]. Authors evaluated the incremental cost-effectiveness ratios (ICERs) compared to a willingness-to-pay-threshold of $100,000.00/quality-adjusted life-year (QALY). When evaluating pembrolizumab, despite the survival improvement compared to chemotherapy alone, the treatment regimens were not cost-effective in any of the patient populations, mainly due to the shorter OS of real-world patients compared to that observed in clinical trials. ICERs were even higher for patients with relevant comorbidities, suggesting the need of price re-modulation in order to guarantee a fair cost-effectiveness, given the true effectiveness of pembrolizumab reported in the real-world setting [
      • Criss S.D.
      • Palazzo L.
      • Watson T.R.
      • Paquette A.M.
      • Sigel K.
      • Wisnivesky J.
      • et al.
      Cost-effectiveness of pembrolizumab for advanced non-small cell lung cancer patients with varying comorbidity burden.
      ]. In the context of economic evaluation, another interesting study focused on the budget impact of the switch from a weight-based to a fixed dose regimen of anti-PD-1 agents [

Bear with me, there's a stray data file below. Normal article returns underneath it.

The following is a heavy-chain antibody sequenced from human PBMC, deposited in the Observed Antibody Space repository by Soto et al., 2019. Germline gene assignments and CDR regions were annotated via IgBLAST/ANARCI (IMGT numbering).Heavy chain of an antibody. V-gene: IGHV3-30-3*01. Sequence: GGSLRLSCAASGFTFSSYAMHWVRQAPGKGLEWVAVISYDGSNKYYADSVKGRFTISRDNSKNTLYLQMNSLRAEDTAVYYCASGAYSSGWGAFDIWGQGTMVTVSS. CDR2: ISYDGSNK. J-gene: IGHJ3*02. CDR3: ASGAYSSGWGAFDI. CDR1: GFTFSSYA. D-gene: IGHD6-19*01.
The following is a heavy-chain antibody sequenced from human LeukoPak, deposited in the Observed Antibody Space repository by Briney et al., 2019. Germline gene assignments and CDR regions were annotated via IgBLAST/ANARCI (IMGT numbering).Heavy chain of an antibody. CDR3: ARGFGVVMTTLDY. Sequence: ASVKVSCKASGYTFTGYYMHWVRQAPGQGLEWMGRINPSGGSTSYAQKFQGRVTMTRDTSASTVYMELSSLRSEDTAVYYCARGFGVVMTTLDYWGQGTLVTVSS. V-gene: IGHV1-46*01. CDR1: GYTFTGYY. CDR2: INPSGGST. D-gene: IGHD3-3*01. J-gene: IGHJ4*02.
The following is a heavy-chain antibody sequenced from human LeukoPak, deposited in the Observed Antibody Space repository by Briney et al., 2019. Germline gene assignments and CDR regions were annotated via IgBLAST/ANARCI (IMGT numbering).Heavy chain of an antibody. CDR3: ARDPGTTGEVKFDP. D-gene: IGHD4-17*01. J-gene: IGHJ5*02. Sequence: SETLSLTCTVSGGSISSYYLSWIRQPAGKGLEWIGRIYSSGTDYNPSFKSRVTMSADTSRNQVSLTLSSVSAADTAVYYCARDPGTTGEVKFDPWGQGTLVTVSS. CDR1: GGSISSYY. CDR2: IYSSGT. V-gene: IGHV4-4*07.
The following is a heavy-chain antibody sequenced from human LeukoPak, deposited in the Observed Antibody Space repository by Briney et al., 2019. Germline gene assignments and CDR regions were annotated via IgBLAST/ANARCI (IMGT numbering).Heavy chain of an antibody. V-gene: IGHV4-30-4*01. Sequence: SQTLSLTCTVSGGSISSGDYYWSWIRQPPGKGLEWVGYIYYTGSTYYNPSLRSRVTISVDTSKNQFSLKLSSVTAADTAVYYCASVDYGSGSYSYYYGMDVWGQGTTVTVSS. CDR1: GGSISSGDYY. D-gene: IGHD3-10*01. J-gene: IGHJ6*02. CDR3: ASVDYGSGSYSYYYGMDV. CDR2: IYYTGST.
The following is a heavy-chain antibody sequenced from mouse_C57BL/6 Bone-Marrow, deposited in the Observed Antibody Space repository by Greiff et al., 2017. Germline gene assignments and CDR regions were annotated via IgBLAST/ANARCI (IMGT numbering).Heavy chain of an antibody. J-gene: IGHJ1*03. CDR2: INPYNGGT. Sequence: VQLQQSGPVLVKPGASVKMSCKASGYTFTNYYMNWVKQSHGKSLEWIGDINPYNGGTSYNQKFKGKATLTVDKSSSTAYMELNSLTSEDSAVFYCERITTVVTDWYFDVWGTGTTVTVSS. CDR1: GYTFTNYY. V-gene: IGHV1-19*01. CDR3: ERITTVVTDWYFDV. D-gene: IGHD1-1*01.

• Bayle A.
      • Besse B.
      • Annereau M.
      • Bonastre J.
      Switch to anti-programmed cell death protein 1 (anti-PD-1) fixed-dose regimen: What is the economic impact?.
      ]. Authors calculated the difference between the costs in these two regimens in patients treated in France from January to April 2018, assuming a constant price for both nivolumab and pembrolizumab. The study reported a mean extra-cost attributable to flat-fixed dosing of €349 per infusion of nivolumab and €1,234 per infusion of pembrolizumab, addressing a new important issue in terms of need of price-adjustment for this innovative class of drug and demonstrate that fixed dosing is likely to have substantial economic impact.

      Real world evidence on special populations

      Elderly

      Median age of lung cancer patients at diagnosis is 70 years [
      • Bray F.
      • Ferlay J.
      • Soerjomataram I.
      • Siegel R.L.
      • Torre L.A.
      • Jemal A.
      Global cancer statistics 2018: GLOBOCAN estimates of incidence and mortality worldwide for 36 cancers in 185 countries.
      ], however, elderly patients are underrepresented in most RCTs: the over-75 population accounted for about 8% in the CheckMate 017 and 057 trials [
      • Borghaei H.
      • Paz-Ares L.
      • Horn L.
      • Spigel D.R.
      • Steins M.
      • Ready N.E.
      • et al.
      Nivolumab versus docetaxel in advanced nonsquamous non–small-cell lung cancer.
      ,
      • Brahmer J.